In this study, we attempted to increase our understanding of the prevalence and factors associated with depression among Bangladeshi diabetic patients by implementing two distinct approaches, (i) cross-sectional study and (ii) systematic review and meta-analysis. The prevalence of depression, as per the cross-sectional data, was lower than the pooled prevalence of depression (25.9% vs. 42%), which may reflect the substantial heterogeneity in depression rates as dictated by multiple individual and societal elements acting as mediators of this relationship. The findings further revealed that diabetic females were at higher risk of depression.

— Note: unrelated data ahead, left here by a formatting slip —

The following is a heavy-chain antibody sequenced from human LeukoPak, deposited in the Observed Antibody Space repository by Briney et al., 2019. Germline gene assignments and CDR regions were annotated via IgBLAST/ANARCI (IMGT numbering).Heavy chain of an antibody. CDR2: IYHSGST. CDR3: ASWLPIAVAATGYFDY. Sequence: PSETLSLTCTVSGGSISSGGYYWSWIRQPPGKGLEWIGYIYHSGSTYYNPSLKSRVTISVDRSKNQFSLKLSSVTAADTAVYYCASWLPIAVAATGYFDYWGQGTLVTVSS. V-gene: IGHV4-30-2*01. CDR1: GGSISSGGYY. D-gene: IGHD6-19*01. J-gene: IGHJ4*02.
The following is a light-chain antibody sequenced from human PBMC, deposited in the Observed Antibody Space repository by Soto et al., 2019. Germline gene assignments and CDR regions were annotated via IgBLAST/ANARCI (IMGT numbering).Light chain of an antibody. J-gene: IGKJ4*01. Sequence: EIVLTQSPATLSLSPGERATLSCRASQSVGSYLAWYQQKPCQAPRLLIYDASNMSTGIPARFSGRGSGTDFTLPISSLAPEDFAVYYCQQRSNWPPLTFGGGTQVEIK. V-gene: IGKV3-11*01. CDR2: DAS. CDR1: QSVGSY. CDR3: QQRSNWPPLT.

Based on our findings, we would encourage policymakers to pay attention and integrate the predictors of depression among diabetic patients as identified by the cross-sectional data (i.e., education, occupation, physical activity, and treatment type), along with the predictors extracted from the systematic review (i.e., monthly income, location of residence, treatment type, family history of diabetes, comorbidities, diabetic complications, duration of diabetes, and others) to the treatment guidelines of diabetic patients in Bangladesh, such as to incorporate mental health screening and care.